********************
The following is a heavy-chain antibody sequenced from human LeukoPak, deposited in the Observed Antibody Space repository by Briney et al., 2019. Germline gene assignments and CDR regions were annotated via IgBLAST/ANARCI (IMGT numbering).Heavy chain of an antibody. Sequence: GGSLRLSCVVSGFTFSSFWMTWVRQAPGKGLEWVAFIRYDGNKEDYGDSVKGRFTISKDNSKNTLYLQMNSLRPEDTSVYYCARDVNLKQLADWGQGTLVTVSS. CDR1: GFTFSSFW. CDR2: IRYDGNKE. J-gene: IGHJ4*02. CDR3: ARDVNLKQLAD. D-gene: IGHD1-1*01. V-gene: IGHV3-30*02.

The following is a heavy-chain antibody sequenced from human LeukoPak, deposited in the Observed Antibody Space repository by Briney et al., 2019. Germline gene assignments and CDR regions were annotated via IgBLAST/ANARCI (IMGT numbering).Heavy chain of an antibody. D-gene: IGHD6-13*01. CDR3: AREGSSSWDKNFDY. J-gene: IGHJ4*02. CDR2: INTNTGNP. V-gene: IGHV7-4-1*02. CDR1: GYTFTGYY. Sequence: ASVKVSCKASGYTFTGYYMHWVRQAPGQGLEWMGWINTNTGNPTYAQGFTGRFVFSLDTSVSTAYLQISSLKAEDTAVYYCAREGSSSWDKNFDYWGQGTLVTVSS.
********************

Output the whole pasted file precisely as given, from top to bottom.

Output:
The following is a heavy-chain antibody sequenced from human LeukoPak, deposited in the Observed Antibody Space repository by Briney et al., 2019. Germline gene assignments and CDR regions were annotated via IgBLAST/ANARCI (IMGT numbering).Heavy chain of an antibody. Sequence: GGSLRLSCVVSGFTFSSFWMTWVRQAPGKGLEWVAFIRYDGNKEDYGDSVKGRFTISKDNSKNTLYLQMNSLRPEDTSVYYCARDVNLKQLADWGQGTLVTVSS. CDR1: GFTFSSFW. CDR2: IRYDGNKE. J-gene: IGHJ4*02. CDR3: ARDVNLKQLAD. D-gene: IGHD1-1*01. V-gene: IGHV3-30*02.

The following is a heavy-chain antibody sequenced from human LeukoPak, deposited in the Observed Antibody Space repository by Briney et al., 2019. Germline gene assignments and CDR regions were annotated via IgBLAST/ANARCI (IMGT numbering).Heavy chain of an antibody. D-gene: IGHD6-13*01. CDR3: AREGSSSWDKNFDY. J-gene: IGHJ4*02. CDR2: INTNTGNP. V-gene: IGHV7-4-1*02. CDR1: GYTFTGYY. Sequence: ASVKVSCKASGYTFTGYYMHWVRQAPGQGLEWMGWINTNTGNPTYAQGFTGRFVFSLDTSVSTAYLQISSLKAEDTAVYYCAREGSSSWDKNFDYWGQGTLVTVSS.